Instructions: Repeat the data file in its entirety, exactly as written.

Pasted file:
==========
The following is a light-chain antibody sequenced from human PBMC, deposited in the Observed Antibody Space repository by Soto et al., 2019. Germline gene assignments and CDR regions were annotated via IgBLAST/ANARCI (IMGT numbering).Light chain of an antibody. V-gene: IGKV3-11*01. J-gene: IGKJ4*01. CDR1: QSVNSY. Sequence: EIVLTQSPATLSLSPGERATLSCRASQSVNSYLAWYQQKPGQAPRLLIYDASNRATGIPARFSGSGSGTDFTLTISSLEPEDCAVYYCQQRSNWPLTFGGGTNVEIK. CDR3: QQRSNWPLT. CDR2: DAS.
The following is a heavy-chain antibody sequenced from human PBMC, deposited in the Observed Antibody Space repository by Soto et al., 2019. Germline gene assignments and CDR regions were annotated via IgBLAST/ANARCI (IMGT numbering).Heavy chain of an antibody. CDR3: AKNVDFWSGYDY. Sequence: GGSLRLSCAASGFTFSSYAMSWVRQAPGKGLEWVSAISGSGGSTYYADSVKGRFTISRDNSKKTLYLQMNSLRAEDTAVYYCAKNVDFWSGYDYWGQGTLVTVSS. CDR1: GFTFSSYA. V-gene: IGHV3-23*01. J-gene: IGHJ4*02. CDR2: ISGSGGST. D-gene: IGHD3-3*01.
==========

The following is a light-chain antibody sequenced from human PBMC, deposited in the Observed Antibody Space repository by Soto et al., 2019. Germline gene assignments and CDR regions were annotated via IgBLAST/ANARCI (IMGT numbering).Light chain of an antibody. V-gene: IGKV3-11*01. J-gene: IGKJ4*01. CDR1: QSVNSY. Sequence: EIVLTQSPATLSLSPGERATLSCRASQSVNSYLAWYQQKPGQAPRLLIYDASNRATGIPARFSGSGSGTDFTLTISSLEPEDCAVYYCQQRSNWPLTFGGGTNVEIK. CDR3: QQRSNWPLT. CDR2: DAS.
The following is a heavy-chain antibody sequenced from human PBMC, deposited in the Observed Antibody Space repository by Soto et al., 2019. Germline gene assignments and CDR regions were annotated via IgBLAST/ANARCI (IMGT numbering).Heavy chain of an antibody. CDR3: AKNVDFWSGYDY. Sequence: GGSLRLSCAASGFTFSSYAMSWVRQAPGKGLEWVSAISGSGGSTYYADSVKGRFTISRDNSKKTLYLQMNSLRAEDTAVYYCAKNVDFWSGYDYWGQGTLVTVSS. CDR1: GFTFSSYA. V-gene: IGHV3-23*01. J-gene: IGHJ4*02. CDR2: ISGSGGST. D-gene: IGHD3-3*01.